— Cayla Minaiy, Licensed Marriage & Family Therapist in SEATTLE, WA

Much of my graduate level research and training has been in understanding the complex racial identity development of people of color and White individuals. My dissertation research included examining how Black clients responded to White therapists who overtly broach cross-racial differences in the therapy session.

— Catherine Bitney, Clinical Psychologist in Austin, TX

Racial identity and the effects of racial oppression was an area of focus in my undergraduate education. I also graduated from a graduate school of social work that required integration of racial oppression and racial justice in every scholarly paper, as well as a competency that was required to be demonstrated in foundation and advanced year practicums and internships. As a biracial (African American and Korean) person, I know all too well the the pain of racial inequity.

— Brian Prester, Licensed Clinical Social Worker in Seattle, WA

One's racial identity is a complex component of who their are. People of color must navigate a world that increasingly is pushing them to reject their own culture, while internally containing their sense of self. If you work with me I promise to help you navigate the minefield of self-identity, mass culture identity, and your culture's views on your racial identity. Together I know we will be able to find the You that you want to be; not the you society claims you should be.

— Austin Knight, Counselor in Grand Rapids, MI

Being a biracial (Black and Filipino) clinician, I have a natural passion for journeys of self-discovery and the complexity of claiming your identity. I love working with individuals on not feeling like they have to place themselves in a box (whether racial, sexual, gender, cultural, etc.) and finding out who they are as an individual. I want people to know that a journey starting with insecurity can end with acceptance of self.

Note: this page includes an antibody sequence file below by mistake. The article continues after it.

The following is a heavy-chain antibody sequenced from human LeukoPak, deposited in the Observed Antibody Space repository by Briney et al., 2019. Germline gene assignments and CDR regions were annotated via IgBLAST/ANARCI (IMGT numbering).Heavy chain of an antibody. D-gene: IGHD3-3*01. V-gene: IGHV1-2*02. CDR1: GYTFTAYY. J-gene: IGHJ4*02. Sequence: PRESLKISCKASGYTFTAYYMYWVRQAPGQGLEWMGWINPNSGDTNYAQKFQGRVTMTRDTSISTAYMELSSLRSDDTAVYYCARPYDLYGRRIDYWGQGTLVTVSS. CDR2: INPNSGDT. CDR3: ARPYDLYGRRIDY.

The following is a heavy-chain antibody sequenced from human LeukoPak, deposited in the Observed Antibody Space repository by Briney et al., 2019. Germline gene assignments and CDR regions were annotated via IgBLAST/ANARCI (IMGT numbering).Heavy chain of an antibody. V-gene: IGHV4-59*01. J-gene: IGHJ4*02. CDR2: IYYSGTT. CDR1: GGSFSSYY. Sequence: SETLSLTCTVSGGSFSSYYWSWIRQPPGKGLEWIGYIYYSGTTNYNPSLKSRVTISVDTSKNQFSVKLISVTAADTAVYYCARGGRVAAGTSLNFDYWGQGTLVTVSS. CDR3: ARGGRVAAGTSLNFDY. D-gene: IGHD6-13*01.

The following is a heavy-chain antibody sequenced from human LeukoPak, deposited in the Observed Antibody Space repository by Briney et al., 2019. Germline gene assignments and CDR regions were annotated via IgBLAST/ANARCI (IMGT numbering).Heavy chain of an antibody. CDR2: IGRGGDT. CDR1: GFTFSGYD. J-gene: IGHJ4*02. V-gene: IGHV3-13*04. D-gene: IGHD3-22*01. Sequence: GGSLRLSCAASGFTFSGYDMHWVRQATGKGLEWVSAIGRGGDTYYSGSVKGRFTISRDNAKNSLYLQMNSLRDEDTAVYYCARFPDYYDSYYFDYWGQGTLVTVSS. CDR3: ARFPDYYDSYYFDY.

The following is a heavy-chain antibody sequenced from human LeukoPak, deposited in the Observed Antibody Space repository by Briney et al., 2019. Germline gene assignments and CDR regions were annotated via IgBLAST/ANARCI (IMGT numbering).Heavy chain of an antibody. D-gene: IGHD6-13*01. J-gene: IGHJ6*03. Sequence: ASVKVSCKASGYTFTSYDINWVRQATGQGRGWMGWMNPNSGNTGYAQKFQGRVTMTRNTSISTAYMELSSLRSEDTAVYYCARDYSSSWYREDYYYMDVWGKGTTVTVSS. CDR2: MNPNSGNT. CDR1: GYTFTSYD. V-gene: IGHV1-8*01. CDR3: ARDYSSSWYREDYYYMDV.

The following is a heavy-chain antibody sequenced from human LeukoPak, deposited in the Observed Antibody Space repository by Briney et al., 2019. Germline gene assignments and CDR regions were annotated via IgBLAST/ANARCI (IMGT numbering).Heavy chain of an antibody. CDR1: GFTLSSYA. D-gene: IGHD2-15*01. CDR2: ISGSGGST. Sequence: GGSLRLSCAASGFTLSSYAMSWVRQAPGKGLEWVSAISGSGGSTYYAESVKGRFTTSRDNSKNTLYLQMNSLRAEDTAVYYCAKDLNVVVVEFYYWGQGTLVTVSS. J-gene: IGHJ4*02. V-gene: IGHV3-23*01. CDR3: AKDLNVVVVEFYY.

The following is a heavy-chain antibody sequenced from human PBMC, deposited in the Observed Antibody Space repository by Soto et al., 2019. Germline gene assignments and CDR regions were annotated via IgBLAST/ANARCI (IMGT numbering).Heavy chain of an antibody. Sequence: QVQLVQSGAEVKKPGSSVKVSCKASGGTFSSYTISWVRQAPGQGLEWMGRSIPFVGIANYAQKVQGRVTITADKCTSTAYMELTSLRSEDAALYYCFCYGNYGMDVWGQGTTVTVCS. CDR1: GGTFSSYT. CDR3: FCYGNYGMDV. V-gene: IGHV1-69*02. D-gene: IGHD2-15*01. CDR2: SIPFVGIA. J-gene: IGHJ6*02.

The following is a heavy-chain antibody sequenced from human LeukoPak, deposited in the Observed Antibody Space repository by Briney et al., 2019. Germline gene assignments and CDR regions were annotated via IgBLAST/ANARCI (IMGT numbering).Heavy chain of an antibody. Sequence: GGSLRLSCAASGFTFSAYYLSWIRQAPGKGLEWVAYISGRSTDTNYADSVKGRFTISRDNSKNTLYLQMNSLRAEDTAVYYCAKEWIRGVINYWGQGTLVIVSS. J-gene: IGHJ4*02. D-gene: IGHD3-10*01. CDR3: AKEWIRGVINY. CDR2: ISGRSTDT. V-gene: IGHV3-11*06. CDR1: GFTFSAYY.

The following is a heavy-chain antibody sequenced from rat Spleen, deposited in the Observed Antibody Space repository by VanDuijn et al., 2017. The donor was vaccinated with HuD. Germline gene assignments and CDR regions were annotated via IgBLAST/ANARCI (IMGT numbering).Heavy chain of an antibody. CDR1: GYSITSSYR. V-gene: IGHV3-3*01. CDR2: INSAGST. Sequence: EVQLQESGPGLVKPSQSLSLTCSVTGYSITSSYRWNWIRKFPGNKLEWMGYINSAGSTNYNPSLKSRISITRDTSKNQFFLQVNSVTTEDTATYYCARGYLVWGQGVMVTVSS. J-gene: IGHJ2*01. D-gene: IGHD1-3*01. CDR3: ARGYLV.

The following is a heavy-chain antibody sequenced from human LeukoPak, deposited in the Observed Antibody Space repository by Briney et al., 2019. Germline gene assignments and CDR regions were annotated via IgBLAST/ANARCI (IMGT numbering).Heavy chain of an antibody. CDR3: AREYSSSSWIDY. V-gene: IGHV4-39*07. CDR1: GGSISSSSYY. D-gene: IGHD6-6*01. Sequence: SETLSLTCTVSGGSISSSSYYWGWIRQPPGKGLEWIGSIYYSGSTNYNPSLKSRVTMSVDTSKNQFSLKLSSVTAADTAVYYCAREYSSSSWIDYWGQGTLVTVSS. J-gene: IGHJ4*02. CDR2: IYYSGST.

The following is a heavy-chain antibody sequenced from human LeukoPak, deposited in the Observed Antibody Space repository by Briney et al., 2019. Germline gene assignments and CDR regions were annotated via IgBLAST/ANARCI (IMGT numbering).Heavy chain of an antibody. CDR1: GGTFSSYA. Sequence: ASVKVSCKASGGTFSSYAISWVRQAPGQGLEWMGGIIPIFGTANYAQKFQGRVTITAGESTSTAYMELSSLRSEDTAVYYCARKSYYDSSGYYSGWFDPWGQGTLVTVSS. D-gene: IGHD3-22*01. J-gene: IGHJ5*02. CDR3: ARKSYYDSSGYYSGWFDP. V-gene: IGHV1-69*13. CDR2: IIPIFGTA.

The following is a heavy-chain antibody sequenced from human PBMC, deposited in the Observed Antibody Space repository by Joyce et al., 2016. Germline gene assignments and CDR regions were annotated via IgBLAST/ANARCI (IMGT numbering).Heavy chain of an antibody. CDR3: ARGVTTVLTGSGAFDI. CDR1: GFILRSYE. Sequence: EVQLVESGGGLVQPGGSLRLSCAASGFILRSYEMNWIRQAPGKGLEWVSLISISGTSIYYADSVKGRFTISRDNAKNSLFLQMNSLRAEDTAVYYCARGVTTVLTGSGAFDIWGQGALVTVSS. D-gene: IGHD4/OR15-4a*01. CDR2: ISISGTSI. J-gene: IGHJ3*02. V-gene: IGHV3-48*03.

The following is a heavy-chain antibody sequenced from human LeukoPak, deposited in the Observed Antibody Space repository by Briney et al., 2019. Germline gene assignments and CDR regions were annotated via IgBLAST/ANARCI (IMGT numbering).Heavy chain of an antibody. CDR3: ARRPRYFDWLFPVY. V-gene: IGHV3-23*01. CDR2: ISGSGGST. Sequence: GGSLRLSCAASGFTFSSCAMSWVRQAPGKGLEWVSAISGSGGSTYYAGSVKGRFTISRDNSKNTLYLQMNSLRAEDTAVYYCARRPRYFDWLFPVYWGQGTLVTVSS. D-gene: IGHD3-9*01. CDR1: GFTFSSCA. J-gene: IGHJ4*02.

— Shavonne James, Licensed Clinical Social Worker in Long Beach, CA

I work with people who are struggling with racial, ethnic, and cultural identity. This includes multi-racial,multi-ethnic and multi-cultural individuals, and couples in mixed racial or ethnic/cultural partnerships. As well as first generation immigrants and the children of immigrants. I also work with folks who are struggling with their identity at the intersection of their sexuality, gender, spirituality, and dis/ability status.

— Jennie Powe Runde, Licensed Marriage & Family Therapist in Oakland, CA

Those of us who live in the United States often enact our racial traumas on others or ourselves. No matter what your racial identity is (or if you're still developing one), all of our lives and communities are shaped by the concept of race. Most people follow an arc where they may start out being naive to difference, then strongly conforming, then angry at and ashamed of themselves and society, then back again. Exploring your identity can help you cope better with yourself and the world.

— Marissa Lee, Licensed Clinical Social Worker in Los Angeles, CA

I'll never forget the first time I filled out a standardized test in school. I was in elementary school and I remember the words "Choose One" being written in bold under the heading "Race." Biracial was not an option. I remember choosing white because I was the only nonwhite student in my class and I didn't want to be different. Thus began a long and complicated relationship with my racial identity. It's hard when you are forced to choose a box and it's hard when others automatically put you in a box. I enjoy helping clients explore the complexities of racial identity and the very real stress that it can cause.

— Anne Rice, Licensed Professional Counselor in Avondale Estates, GA

As the adult children of immigrants, I have struggled to bridge across my parts - my American parts, my South Asian parts. I can work with you to help you on your journey to better understand, identify, and be with your racial identity.

— Annu Sood, Associate Marriage & Family Therapist in San Francisco, CA